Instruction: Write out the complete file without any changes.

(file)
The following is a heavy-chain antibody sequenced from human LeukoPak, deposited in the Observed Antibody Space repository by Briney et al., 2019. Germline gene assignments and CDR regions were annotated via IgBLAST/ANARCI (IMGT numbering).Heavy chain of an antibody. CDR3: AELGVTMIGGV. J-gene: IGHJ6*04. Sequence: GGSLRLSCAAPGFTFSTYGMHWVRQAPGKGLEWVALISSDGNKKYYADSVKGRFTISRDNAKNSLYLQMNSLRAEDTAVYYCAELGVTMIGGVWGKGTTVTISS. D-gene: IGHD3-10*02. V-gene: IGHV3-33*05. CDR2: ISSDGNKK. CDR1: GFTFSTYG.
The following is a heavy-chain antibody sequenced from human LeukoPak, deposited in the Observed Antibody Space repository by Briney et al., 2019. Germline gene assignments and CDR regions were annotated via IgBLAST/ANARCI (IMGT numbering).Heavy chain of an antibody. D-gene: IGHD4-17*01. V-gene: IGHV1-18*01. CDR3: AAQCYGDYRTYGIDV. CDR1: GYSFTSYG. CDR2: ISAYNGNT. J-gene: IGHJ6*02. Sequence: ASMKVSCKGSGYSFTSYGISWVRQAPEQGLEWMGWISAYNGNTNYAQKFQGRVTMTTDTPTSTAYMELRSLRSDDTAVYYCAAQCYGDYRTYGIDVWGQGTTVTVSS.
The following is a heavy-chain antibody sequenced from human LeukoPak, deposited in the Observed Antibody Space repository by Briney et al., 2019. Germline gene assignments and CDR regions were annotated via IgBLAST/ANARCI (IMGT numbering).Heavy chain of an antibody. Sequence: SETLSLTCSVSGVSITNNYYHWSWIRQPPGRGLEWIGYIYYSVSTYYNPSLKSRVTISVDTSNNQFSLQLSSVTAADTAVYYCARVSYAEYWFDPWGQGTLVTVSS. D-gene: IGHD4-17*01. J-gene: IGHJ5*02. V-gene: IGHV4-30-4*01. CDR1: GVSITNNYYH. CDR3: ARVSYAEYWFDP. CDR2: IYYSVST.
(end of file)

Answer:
The following is a heavy-chain antibody sequenced from human LeukoPak, deposited in the Observed Antibody Space repository by Briney et al., 2019. Germline gene assignments and CDR regions were annotated via IgBLAST/ANARCI (IMGT numbering).Heavy chain of an antibody. CDR3: AELGVTMIGGV. J-gene: IGHJ6*04. Sequence: GGSLRLSCAAPGFTFSTYGMHWVRQAPGKGLEWVALISSDGNKKYYADSVKGRFTISRDNAKNSLYLQMNSLRAEDTAVYYCAELGVTMIGGVWGKGTTVTISS. D-gene: IGHD3-10*02. V-gene: IGHV3-33*05. CDR2: ISSDGNKK. CDR1: GFTFSTYG.
The following is a heavy-chain antibody sequenced from human LeukoPak, deposited in the Observed Antibody Space repository by Briney et al., 2019. Germline gene assignments and CDR regions were annotated via IgBLAST/ANARCI (IMGT numbering).Heavy chain of an antibody. D-gene: IGHD4-17*01. V-gene: IGHV1-18*01. CDR3: AAQCYGDYRTYGIDV. CDR1: GYSFTSYG. CDR2: ISAYNGNT. J-gene: IGHJ6*02. Sequence: ASMKVSCKGSGYSFTSYGISWVRQAPEQGLEWMGWISAYNGNTNYAQKFQGRVTMTTDTPTSTAYMELRSLRSDDTAVYYCAAQCYGDYRTYGIDVWGQGTTVTVSS.
The following is a heavy-chain antibody sequenced from human LeukoPak, deposited in the Observed Antibody Space repository by Briney et al., 2019. Germline gene assignments and CDR regions were annotated via IgBLAST/ANARCI (IMGT numbering).Heavy chain of an antibody. Sequence: SETLSLTCSVSGVSITNNYYHWSWIRQPPGRGLEWIGYIYYSVSTYYNPSLKSRVTISVDTSNNQFSLQLSSVTAADTAVYYCARVSYAEYWFDPWGQGTLVTVSS. D-gene: IGHD4-17*01. J-gene: IGHJ5*02. V-gene: IGHV4-30-4*01. CDR1: GVSITNNYYH. CDR3: ARVSYAEYWFDP. CDR2: IYYSVST.